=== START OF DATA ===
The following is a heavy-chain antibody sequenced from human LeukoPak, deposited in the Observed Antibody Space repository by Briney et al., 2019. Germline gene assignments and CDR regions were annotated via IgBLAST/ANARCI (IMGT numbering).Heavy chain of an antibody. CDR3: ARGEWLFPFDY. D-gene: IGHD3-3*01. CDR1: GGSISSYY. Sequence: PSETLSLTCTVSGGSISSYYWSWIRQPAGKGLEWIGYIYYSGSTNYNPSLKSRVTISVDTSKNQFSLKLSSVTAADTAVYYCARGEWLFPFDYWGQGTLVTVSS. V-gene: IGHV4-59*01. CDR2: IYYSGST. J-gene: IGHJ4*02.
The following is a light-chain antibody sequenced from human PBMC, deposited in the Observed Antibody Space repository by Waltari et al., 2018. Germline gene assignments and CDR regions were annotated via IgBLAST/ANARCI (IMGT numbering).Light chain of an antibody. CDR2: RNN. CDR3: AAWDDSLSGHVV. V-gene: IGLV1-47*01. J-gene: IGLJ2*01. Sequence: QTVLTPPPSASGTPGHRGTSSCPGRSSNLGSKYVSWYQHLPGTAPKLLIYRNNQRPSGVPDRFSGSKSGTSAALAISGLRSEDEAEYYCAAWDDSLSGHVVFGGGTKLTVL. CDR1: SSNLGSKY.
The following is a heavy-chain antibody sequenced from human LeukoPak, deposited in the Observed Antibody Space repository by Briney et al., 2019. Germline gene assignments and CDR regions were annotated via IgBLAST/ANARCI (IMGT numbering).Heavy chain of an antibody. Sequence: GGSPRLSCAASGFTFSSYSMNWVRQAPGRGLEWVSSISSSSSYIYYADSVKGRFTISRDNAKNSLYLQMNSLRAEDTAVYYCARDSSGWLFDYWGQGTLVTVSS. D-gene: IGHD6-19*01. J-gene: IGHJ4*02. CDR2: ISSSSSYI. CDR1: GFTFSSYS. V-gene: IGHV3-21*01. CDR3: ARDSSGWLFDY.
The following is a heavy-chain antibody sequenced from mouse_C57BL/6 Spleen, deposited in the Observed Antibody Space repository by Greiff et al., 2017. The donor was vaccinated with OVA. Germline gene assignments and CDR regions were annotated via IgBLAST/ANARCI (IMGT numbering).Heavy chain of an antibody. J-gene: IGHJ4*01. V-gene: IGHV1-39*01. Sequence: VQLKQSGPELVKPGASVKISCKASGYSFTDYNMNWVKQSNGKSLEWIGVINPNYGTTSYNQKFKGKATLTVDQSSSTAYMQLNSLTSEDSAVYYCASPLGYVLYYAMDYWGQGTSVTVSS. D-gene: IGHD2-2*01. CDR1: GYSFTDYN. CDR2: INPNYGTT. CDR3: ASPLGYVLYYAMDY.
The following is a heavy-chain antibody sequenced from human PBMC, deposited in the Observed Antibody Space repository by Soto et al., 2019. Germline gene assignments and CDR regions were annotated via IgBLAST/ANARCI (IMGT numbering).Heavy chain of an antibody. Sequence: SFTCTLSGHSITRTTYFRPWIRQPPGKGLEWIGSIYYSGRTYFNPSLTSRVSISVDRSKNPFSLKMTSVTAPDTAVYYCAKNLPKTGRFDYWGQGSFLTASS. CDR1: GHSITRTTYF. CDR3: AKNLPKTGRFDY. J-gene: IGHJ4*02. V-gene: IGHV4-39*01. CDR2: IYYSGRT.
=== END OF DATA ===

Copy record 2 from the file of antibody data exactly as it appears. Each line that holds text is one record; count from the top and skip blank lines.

The following is a light-chain antibody sequenced from human PBMC, deposited in the Observed Antibody Space repository by Waltari et al., 2018. Germline gene assignments and CDR regions were annotated via IgBLAST/ANARCI (IMGT numbering).Light chain of an antibody. CDR2: RNN. CDR3: AAWDDSLSGHVV. V-gene: IGLV1-47*01. J-gene: IGLJ2*01. Sequence: QTVLTPPPSASGTPGHRGTSSCPGRSSNLGSKYVSWYQHLPGTAPKLLIYRNNQRPSGVPDRFSGSKSGTSAALAISGLRSEDEAEYYCAAWDDSLSGHVVFGGGTKLTVL. CDR1: SSNLGSKY.